During arguments Tuesday, they said there is historical precedent for former officials to be tried before the Senate. They said the framers of the Constitution would not have intended for presidents to be let off the hook for conduct committed in their final weeks in office. And they say the Senate should not give in to Trump’s efforts to deprive them of the power to try the president.

The impeachment managers are also invoking the public statements of leading conservative legal scholars who in recent days have come forward to support the idea that the trial is constitutional and that the Senate has jurisdiction.


Here’s the article by the professor who says Trump’s lawyers misrepresented what he wrote


Biden strenuously ignores Trump’s impeachment trial: ‘I have a job’

President Biden met Tuesday afternoon with a group of business leaders, seeking feedback on his coronavirus relief proposal — and to demonstrate that his attention was not on the opening arguments of his predecessor’s impeachment trial.

Biden, who along with Treasury Secretary Janet Yellen met with four Fortune 500 executives and the head of the U.S. Chamber of Commerce, told reporters that watching the historic events underway on the Senate floor would amount to a distraction from more pressing matters.

“I have a job,” Biden told reporters at the outset of the Oval Office meeting. “We have already lost over 450,000 people and we could lose a whole lot more if we don’t act and act decisively. A lot of people, as I have said before, children are going to bed hungry. A lot of families are food insecure. They are in trouble. That’s my job.

“The Senate has their job and they are about to begin it and I am sure they are going to conduct themselves well. That’s all I am going to say about impeachment.”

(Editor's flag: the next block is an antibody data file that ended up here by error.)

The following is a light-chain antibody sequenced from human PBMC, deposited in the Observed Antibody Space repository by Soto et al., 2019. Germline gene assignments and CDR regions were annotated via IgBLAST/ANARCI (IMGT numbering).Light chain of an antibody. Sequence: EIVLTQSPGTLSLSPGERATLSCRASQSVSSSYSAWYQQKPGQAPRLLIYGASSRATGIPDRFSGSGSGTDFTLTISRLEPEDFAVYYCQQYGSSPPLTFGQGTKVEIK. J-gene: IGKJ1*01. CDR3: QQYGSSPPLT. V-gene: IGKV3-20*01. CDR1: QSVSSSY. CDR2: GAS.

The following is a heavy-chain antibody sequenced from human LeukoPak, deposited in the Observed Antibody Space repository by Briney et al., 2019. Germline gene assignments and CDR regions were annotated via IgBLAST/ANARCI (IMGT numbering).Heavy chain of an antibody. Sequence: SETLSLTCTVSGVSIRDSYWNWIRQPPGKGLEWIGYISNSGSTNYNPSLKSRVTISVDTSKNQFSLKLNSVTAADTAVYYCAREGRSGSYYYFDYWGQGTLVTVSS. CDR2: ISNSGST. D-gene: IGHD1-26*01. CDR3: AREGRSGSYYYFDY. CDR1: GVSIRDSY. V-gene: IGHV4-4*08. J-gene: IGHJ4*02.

Biden, with the CEOs of JP Morgan Chase, WalMart, Gap and Lowes seated beside him on couches, did tell reporters that he supports House Democrats current proposal to cap direct relief payments to Americans at those earning $75,000 a year.

Moments earlier during her daily appearance in the briefing room, White House Press Secretary Jen Psaki was equally disciplined in pushing the administration’s message that it remains focused on the coronavirus relief package as negotiations rev up in the House. Asked about the constitutionality of trying a former president and about Trump’s role in inciting the violent mob that overtook the Capitol on Jan. 6, Psaki asserted that those were concerns of pundits and that Biden, with the nation in crisis, was busy with other matters.

“Joe Biden is the president. He’s not a pundit,” she said. “He’s not going to opine on the back and forth arguments in the Senate, nor is he watching them.”

Beyond focusing on House negotiations on the details of the American Rescue Plan, Biden has scheduled efforts to counter-program Trump’s impeachment trial. He will visit the Pentagon on Wednesday to address military personnel and, specifically, call attention to newly-installed Secretary of Defense Lloyd Austin, the first African-American to hold that post.


Watch: Trump’s second trial opens with jarring video of siege

Donald Trump’s historic second impeachment trial has opened with dramatic video that includes his words to rioters who descended on the U.S. Capitol and the chaos and violence that ensued.

Rep. Jamie Raskin, the lead House impeachment manager presenting the case against Trump, introduced the more than 10-minute-long video timeline of the day. It began with Trump’s speech at a Jan. 6 rally by the White House in which he tells the crowd, “We’re going to walk down to the Capitol,” and it included the crowd marching to the building. That video was juxtaposed with what was happening inside the building as lawmakers were preparing to certify Joe Biden’s victory.

The video included some of the more well-known scenes from the day: Trump saying, “We will stop the steal,” Capitol Police officer Eugene Goodman confronting the insurrectionists and leading them away from Senate chambers, and graphic video of another officer being crushed between two doors.

In other parts, the video focused on jarring images of rioters confronting police: yelling epithets, throwing objects and pushing past barricades and outnumbered Capitol Police.


House prosecutor: ‘Trump may not know a lot about the Framers — but they certainly knew a lot about him’


Man who wore horns at riot apologies for storming Capitol

An Arizona man who participated in the Jan. 6 insurrection at the U.S. Capitol while sporting face paint, no shirt and a furry hat with horns now says he regrets storming the building, apologized for causing fear in others and expressed disappointment with former President Trump.